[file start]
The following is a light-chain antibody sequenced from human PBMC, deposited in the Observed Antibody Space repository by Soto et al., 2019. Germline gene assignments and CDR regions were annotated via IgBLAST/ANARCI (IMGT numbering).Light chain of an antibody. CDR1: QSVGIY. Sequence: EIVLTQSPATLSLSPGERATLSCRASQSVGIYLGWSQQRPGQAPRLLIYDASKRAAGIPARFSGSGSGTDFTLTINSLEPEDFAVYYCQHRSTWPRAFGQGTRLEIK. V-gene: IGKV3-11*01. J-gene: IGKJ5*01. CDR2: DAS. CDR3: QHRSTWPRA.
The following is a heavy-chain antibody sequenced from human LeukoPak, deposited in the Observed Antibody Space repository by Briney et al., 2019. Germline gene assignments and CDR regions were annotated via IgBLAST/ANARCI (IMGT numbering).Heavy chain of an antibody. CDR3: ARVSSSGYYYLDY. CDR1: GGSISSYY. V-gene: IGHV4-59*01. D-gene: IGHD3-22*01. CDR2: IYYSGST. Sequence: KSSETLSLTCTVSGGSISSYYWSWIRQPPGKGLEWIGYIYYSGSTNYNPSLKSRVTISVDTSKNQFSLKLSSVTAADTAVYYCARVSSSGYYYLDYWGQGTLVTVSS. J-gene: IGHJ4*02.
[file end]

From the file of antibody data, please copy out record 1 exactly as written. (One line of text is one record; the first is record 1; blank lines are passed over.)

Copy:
The following is a light-chain antibody sequenced from human PBMC, deposited in the Observed Antibody Space repository by Soto et al., 2019. Germline gene assignments and CDR regions were annotated via IgBLAST/ANARCI (IMGT numbering).Light chain of an antibody. CDR1: QSVGIY. Sequence: EIVLTQSPATLSLSPGERATLSCRASQSVGIYLGWSQQRPGQAPRLLIYDASKRAAGIPARFSGSGSGTDFTLTINSLEPEDFAVYYCQHRSTWPRAFGQGTRLEIK. V-gene: IGKV3-11*01. J-gene: IGKJ5*01. CDR2: DAS. CDR3: QHRSTWPRA.